As Alex concluded, he introduced CVP, Advanced Analytics Rita Fuller who discussed New York Life's Data Science Academy which, as Rita describes it, "is a program with two educational tracks designed to increase knowledge of Data Science and Analytics for our employees.." The Data Science Academy is part of a cultural shift to generate greater understanding of data science and to create an environment in which New York Life data scientists can thrive. The program features two educational tracks. The technical track is for those who want to gain or improve your skillset in statistical modeling and machine learning. The business track introduces you to case studies involving analytic solutions to foster an analytical mindset. Rita then introduced an insightful short video that provided a better glimpse into a "day in the life" of the data team.

Next up, Katharine introduced our amazing panel of New York Life leaders which included Michelle Bottomley, SVP & Chief Marketing Officer; Glenn Hofmann, VP & Chief Analytics Officer; Mary Louie, CVP & Lead Data Scientist and Beth Schumacher, CVP Human Resources/Training. Our experienced panel discussed their latest projects, how they keep current on the latest tech trends and dove a bit deeper into their individual career journeys. The formal programming for the evening ended by opening up the floor to questions from the audience.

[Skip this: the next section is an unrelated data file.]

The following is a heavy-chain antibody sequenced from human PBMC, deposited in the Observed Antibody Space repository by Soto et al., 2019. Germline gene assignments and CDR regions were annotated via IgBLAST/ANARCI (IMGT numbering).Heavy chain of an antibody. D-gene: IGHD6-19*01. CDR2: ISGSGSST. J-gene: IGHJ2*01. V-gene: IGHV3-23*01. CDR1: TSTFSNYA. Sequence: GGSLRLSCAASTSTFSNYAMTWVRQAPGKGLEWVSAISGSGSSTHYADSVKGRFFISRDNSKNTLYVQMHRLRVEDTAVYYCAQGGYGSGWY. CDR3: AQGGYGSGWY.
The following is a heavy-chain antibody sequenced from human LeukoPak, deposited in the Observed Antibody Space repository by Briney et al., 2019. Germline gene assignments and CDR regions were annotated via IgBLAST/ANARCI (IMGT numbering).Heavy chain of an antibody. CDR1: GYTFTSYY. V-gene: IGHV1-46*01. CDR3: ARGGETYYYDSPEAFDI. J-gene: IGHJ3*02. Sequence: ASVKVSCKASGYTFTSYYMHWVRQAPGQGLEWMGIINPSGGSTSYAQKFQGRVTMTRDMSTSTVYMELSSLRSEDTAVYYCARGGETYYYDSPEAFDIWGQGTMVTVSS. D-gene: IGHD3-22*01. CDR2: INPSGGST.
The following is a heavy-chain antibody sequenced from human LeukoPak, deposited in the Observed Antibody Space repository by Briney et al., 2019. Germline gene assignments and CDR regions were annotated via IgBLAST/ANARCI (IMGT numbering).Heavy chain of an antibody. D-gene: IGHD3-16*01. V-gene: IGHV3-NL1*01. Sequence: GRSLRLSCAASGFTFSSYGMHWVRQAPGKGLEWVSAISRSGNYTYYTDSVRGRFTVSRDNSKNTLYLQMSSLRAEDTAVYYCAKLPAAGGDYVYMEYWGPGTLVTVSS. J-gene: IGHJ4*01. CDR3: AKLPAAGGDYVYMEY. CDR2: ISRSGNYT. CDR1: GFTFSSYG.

But the night wasn't over yet! Our attendees had plenty of opportunities to network with the panel, members of the New York Life team and each other before the evening eventually drew to a close. As they exited, our guests were greeted with a complimentary copy of a book to remember the evening by. All in all, this was a fabulous New York evening with an iconic New York company.

Follow New York Life on PowerToFly to learn more about their open roles.

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Why Female Presidential Candidates Are Still Told to Be Chill, Not Shrill

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"You're not like other girls. You're so...chill."